by Debra-Lynn Hook, Kent Community TimeBank
“I saw a lot of potential right away, how the market could be involved with the Timebank,” Kelly said.
Indeed, soon after Kelly and the market joined, Timebankers were offering to sell T shirts, pass out market surveys and swipe cash cards at the market each Saturday, freeing Kelly to do the work of managing dozens of vendors and hundreds of customers.
But it was when a bank of Timebankers came together to help create the mammoth, 3,000-square-foot mural on the bridge surrounding the market that Kelly began to experience the full-blown effects of community partnership.
Kelly had been able to raise enough donations to buy supplies and to pay area artist Elaine Hula Hand to create the vision and paint the mural. But the gritty work of prepping and priming the bridge and helping with some of the painting details was going to require more woman and manpower than the market could afford.
There was also a time constraint: The six-month project, begun in May 2012, needed completion in October, before cold weather set in.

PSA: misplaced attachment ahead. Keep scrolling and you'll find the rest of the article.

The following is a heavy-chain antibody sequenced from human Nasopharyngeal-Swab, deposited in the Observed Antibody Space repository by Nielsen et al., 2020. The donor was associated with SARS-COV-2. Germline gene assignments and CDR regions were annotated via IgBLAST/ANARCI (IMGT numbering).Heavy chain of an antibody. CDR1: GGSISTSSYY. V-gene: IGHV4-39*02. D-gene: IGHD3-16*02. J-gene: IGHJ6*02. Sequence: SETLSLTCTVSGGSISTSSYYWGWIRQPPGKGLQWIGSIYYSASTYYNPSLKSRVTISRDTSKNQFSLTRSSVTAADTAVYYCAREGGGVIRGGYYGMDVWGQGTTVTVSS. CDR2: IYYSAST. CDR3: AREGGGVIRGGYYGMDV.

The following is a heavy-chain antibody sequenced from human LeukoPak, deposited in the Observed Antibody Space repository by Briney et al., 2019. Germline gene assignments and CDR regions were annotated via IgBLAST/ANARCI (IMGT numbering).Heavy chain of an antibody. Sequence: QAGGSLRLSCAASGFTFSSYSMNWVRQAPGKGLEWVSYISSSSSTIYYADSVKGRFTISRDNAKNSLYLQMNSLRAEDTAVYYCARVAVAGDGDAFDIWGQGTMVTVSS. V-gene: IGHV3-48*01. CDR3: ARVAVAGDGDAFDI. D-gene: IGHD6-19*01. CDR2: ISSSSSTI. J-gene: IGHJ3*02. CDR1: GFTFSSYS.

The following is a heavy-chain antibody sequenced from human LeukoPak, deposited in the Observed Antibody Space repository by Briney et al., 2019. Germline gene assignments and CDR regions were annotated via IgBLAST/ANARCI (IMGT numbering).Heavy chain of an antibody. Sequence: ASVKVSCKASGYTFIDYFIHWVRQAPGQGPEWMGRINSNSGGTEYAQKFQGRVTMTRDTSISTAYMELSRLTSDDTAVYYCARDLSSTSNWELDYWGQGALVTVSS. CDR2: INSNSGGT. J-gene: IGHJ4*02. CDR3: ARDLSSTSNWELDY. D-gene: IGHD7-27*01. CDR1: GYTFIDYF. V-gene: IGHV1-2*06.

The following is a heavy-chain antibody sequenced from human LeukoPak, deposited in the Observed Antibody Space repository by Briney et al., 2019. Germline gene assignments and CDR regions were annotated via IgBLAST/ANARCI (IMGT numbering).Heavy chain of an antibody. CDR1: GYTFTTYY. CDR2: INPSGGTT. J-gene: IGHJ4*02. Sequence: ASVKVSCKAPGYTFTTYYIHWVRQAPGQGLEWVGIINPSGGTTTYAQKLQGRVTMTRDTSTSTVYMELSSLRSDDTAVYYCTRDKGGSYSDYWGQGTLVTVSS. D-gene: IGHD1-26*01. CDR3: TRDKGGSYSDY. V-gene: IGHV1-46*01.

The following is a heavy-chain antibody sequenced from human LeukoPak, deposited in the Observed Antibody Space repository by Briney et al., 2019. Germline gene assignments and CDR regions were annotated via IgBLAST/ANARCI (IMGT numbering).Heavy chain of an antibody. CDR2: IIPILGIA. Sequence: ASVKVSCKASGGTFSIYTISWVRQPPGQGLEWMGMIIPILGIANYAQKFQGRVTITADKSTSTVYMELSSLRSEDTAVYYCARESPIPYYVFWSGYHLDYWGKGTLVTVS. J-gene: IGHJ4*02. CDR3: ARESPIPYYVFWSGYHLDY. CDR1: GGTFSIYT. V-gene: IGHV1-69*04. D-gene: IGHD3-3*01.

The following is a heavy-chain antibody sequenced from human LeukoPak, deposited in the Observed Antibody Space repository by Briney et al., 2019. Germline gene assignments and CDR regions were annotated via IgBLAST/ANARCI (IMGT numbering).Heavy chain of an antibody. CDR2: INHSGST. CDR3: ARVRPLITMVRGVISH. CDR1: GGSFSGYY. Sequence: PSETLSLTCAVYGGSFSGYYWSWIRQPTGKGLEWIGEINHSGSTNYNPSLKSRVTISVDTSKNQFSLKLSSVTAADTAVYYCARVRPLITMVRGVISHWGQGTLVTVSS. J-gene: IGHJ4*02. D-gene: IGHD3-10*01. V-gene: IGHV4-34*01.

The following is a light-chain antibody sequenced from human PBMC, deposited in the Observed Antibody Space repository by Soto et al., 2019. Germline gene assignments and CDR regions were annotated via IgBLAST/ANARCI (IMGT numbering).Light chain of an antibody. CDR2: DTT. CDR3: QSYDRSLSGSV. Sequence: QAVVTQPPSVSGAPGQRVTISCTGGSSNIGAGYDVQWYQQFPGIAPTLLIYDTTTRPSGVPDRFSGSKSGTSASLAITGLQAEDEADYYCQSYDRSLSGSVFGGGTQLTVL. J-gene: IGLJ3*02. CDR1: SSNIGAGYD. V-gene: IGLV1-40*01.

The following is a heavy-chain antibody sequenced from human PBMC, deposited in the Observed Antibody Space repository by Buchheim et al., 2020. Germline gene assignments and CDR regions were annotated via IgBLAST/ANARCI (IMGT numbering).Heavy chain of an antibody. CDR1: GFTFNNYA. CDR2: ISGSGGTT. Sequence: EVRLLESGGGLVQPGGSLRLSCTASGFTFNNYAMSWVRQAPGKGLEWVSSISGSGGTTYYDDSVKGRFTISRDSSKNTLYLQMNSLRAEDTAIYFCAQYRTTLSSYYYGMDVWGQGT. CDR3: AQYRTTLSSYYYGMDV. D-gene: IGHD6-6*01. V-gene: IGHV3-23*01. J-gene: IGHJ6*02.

“There was an incredible core group of about 15 and then another 15 or 20 who would do a little bit here and there,” says Kelly. “I would say, all tolled, Timebankers gave 350 hours. The mural simply would not have been done without Timebank.”
“There was this one day when it seemed we had reached this crisis point in timing,” says Kelly. “The bridge wasn’t completely prepped. I was in the middle of juggling other things in my life. I needed to go home. And then the power washer died.”
Word went out within the Timebank network. And soon, hands, using scrapers and grinders, were taking the place of the power washer.
Photo by Debra-Lynn Hook Photo by Abby Greer
Elaine says working side-by-side with committed Timebankers left her with a sense of “belonging and togetherness that I haven’t always felt in places that I have lived. The experience showed me what community can be in a way that was hopeful and inspiring.”
Photo by Megan Sena
“I need help every week,” says Kelly. “And the nice thing about Timebank is it doesn’t drain people. “People do what they can and there are always more people behind them.”
Timebank and the Farmer’s Market together is win-win, Kelly says. “The Farmers’ Market is huge for the social networking opportunity,” Kelly says.
“Whenever we put out an offer for Timebanking, people who have never been to the market come and they say, ‘Wow, I didn’t know this was here.’ People get an opportunity to meet farmers and food producers and hear about where people are coming from. And those people begin to care about each other.”